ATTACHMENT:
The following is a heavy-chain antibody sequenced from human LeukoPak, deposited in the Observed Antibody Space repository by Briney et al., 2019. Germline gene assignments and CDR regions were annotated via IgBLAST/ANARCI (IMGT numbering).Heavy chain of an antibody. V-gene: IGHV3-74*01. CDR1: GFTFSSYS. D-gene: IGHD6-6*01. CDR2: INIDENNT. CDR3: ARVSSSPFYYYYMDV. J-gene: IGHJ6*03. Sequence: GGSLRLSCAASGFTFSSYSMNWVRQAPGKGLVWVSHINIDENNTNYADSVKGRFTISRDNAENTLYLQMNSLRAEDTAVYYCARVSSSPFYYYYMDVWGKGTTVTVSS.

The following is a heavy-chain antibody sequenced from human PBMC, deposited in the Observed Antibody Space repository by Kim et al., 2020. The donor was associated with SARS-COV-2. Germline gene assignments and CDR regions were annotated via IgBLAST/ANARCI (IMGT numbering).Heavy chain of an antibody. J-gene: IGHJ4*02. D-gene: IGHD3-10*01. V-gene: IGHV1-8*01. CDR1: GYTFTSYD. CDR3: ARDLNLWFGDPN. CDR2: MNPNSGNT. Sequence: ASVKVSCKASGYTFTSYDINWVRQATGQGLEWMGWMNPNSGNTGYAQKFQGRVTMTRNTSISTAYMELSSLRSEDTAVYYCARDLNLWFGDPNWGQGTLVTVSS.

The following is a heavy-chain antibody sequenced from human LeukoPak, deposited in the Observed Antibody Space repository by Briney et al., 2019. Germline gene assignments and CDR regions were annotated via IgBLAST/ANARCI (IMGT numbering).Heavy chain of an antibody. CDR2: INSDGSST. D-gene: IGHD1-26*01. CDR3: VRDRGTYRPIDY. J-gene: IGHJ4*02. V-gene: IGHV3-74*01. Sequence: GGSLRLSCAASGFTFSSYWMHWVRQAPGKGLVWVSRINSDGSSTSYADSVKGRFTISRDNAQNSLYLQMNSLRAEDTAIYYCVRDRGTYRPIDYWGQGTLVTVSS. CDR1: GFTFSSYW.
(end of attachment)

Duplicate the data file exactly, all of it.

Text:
The following is a heavy-chain antibody sequenced from human LeukoPak, deposited in the Observed Antibody Space repository by Briney et al., 2019. Germline gene assignments and CDR regions were annotated via IgBLAST/ANARCI (IMGT numbering).Heavy chain of an antibody. V-gene: IGHV3-74*01. CDR1: GFTFSSYS. D-gene: IGHD6-6*01. CDR2: INIDENNT. CDR3: ARVSSSPFYYYYMDV. J-gene: IGHJ6*03. Sequence: GGSLRLSCAASGFTFSSYSMNWVRQAPGKGLVWVSHINIDENNTNYADSVKGRFTISRDNAENTLYLQMNSLRAEDTAVYYCARVSSSPFYYYYMDVWGKGTTVTVSS.

The following is a heavy-chain antibody sequenced from human PBMC, deposited in the Observed Antibody Space repository by Kim et al., 2020. The donor was associated with SARS-COV-2. Germline gene assignments and CDR regions were annotated via IgBLAST/ANARCI (IMGT numbering).Heavy chain of an antibody. J-gene: IGHJ4*02. D-gene: IGHD3-10*01. V-gene: IGHV1-8*01. CDR1: GYTFTSYD. CDR3: ARDLNLWFGDPN. CDR2: MNPNSGNT. Sequence: ASVKVSCKASGYTFTSYDINWVRQATGQGLEWMGWMNPNSGNTGYAQKFQGRVTMTRNTSISTAYMELSSLRSEDTAVYYCARDLNLWFGDPNWGQGTLVTVSS.

The following is a heavy-chain antibody sequenced from human LeukoPak, deposited in the Observed Antibody Space repository by Briney et al., 2019. Germline gene assignments and CDR regions were annotated via IgBLAST/ANARCI (IMGT numbering).Heavy chain of an antibody. CDR2: INSDGSST. D-gene: IGHD1-26*01. CDR3: VRDRGTYRPIDY. J-gene: IGHJ4*02. V-gene: IGHV3-74*01. Sequence: GGSLRLSCAASGFTFSSYWMHWVRQAPGKGLVWVSRINSDGSSTSYADSVKGRFTISRDNAQNSLYLQMNSLRAEDTAIYYCVRDRGTYRPIDYWGQGTLVTVSS. CDR1: GFTFSSYW.